canoeing with a scamp - Page 2 - Fiberglass RV


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Old 06-06-2015, 01:08 PM   #15
Raz
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Hello Faith and welcome to the forum. I suggest a rack of any kind over foam blocks. Securing the canoe to the truck makes for a safer and more comfortable ride. My canoe is 16' long. Raz
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Old 06-06-2015, 01:59 PM   #16
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Well, my canoe is light, and it's not too difficult to walk it right on to the rack and off my shoulders.
The rack I have in mind for next year is like this:
Kargo Master Pro III Truck Bed Racks - Truck Rack
Another idea is this:
https://www.usrack.com/beachcomber_rack.php
Anyway, if your trailer is hooked up, you could walk in on from the front of the truck, resting the bow on front bar of the rack, and feeding it rearward. Rollers or foam pipe insulation would be a very good idea.

Gordon
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Old 06-06-2015, 02:50 PM   #17
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I like that Kargo Master.
Now all I need is a truck.
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Old 06-06-2015, 04:38 PM   #18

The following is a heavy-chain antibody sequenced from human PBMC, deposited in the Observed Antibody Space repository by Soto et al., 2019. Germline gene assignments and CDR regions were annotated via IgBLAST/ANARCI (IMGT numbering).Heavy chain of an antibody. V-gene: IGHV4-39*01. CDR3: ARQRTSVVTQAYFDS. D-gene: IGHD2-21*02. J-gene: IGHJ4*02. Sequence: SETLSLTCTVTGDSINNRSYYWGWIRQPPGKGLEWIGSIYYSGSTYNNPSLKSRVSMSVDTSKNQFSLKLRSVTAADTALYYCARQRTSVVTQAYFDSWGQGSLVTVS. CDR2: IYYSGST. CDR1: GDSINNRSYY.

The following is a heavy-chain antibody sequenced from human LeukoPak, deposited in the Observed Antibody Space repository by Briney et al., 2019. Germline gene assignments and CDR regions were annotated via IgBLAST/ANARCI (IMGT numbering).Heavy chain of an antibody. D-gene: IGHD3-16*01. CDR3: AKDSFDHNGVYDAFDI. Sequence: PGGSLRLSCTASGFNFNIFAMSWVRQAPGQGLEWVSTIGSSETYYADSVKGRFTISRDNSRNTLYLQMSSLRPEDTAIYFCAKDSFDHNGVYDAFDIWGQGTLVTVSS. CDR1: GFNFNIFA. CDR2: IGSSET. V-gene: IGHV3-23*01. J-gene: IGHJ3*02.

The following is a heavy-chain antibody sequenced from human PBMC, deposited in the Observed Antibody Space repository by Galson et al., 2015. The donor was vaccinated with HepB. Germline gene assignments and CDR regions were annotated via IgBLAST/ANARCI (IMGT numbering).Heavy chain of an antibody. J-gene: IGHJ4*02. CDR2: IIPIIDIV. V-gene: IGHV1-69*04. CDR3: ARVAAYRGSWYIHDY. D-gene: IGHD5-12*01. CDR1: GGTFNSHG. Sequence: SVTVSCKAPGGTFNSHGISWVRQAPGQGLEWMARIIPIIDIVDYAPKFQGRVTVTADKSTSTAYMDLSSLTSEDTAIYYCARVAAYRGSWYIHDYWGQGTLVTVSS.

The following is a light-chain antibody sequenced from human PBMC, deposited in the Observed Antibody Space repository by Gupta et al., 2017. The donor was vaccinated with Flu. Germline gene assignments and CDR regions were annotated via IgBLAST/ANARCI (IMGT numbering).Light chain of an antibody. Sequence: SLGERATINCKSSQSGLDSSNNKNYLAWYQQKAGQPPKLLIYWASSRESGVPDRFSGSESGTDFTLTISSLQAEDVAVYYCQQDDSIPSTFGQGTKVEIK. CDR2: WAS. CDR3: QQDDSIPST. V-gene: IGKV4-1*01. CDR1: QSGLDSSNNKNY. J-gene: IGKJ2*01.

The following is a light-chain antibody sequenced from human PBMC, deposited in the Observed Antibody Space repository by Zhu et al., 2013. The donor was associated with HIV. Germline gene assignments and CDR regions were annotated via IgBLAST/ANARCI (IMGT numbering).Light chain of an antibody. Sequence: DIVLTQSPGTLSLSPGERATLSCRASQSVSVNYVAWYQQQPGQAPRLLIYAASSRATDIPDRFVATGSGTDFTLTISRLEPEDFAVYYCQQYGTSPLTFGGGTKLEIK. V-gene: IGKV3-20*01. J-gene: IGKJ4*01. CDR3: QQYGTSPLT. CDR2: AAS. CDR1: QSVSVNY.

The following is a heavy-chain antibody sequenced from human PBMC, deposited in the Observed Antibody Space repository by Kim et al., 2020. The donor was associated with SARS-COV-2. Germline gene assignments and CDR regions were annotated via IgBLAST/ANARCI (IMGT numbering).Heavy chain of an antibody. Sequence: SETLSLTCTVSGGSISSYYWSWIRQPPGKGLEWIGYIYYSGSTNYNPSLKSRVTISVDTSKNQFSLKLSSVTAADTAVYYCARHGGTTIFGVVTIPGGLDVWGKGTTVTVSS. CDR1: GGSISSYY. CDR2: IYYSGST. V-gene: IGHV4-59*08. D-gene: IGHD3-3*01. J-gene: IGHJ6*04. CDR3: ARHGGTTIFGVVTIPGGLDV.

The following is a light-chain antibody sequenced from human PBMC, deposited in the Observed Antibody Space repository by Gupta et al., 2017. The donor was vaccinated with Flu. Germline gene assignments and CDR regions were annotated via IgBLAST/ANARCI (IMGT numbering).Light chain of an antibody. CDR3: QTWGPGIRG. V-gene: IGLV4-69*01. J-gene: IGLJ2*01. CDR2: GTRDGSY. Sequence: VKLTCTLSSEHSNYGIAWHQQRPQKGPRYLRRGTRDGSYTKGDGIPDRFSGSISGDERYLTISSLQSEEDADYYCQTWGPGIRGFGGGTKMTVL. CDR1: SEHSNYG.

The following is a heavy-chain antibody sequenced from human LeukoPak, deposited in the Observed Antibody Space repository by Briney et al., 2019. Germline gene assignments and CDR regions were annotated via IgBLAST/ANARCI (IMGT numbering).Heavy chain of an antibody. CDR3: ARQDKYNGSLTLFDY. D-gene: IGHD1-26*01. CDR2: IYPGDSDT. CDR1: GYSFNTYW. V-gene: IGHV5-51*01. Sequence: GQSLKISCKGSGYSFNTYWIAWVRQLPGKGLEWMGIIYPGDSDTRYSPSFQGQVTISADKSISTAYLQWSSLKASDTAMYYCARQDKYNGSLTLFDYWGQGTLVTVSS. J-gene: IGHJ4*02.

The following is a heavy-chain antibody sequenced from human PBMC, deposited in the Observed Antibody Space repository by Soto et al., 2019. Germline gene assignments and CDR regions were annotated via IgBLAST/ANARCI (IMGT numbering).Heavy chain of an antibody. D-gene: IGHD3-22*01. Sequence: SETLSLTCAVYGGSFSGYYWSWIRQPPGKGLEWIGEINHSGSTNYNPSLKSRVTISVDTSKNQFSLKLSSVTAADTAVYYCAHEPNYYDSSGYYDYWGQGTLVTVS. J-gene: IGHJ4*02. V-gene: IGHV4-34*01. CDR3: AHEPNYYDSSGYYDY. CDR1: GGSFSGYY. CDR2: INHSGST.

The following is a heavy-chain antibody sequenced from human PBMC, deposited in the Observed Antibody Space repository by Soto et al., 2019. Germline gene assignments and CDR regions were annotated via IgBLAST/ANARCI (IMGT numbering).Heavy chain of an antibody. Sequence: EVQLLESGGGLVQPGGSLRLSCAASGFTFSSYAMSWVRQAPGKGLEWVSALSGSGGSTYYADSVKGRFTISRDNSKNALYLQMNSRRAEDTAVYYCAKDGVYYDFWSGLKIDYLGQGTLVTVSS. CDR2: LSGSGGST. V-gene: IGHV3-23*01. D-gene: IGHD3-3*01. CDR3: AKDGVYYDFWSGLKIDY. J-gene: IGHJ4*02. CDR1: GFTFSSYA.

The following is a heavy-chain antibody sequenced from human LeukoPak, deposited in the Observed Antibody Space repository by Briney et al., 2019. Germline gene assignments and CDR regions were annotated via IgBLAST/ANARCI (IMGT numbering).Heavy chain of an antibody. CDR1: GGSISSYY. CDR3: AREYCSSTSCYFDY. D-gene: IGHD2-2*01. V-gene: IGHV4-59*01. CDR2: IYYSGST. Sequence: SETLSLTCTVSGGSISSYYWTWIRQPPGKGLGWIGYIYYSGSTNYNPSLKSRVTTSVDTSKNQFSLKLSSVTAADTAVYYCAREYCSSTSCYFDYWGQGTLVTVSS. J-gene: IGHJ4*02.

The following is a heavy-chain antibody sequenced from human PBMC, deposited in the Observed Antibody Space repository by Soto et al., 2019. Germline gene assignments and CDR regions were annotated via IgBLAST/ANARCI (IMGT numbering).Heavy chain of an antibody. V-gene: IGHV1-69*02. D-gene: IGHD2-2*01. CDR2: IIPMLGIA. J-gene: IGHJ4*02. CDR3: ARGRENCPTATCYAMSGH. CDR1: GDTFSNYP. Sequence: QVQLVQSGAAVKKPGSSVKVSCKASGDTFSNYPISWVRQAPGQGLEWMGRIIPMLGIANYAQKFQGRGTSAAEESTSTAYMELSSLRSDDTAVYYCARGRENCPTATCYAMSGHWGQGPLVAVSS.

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Gordon,

I can understand your concern for the current rack system. A large degree of the canoe's weight is on the front hanger, right in the middle of the canoe. Until you decide on which of the new mounting systems to buy, you may want to place a long 2 x 4 along the hangers so that there is more support forward along a greater length of the canoe.
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Old 06-06-2015, 05:31 PM   #19
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I've hauled my canoe using foam blocks, on a soft top Jeep Wrangler, factory roof racks, on Jeep Grand Cherokees and on my Toyota, a Yakima roof rack. All systems have worked well for me, as I believe the key is finding good solid tie down locations, especially at the front. The 2003 Tacoma had the chrome bumper package, which provided a well located hole on each side through which to pass the ropes. Then at the back, I used the Factory tie down points at the front of the bed. The ropes at the back are angled to keep the canoe from moving back, and the ropes at the front, angled to keep the canoe from moving forward.
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Old 06-06-2015, 06:42 PM   #20
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You often see people carrying a canoe tied like this \-------\. Rope from stern to rear of vehicle and from bow to front of vehicle. That keeps the canoe from going backwards, but there is nothing keeping it from going forward in a panic stop.
It should be tied /-------\ with a rope from a thwart to back bumper and from bow to front.
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Old 06-06-2015, 06:51 PM   #21
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After losing two kayaks off the top of our Honda CRV (my fault, wrong rack parts) I went with a different rack setup and tie them down individually with the Thule straps. Better than bungees, which I like to use a lot.
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Old 06-06-2015, 07:00 PM   #22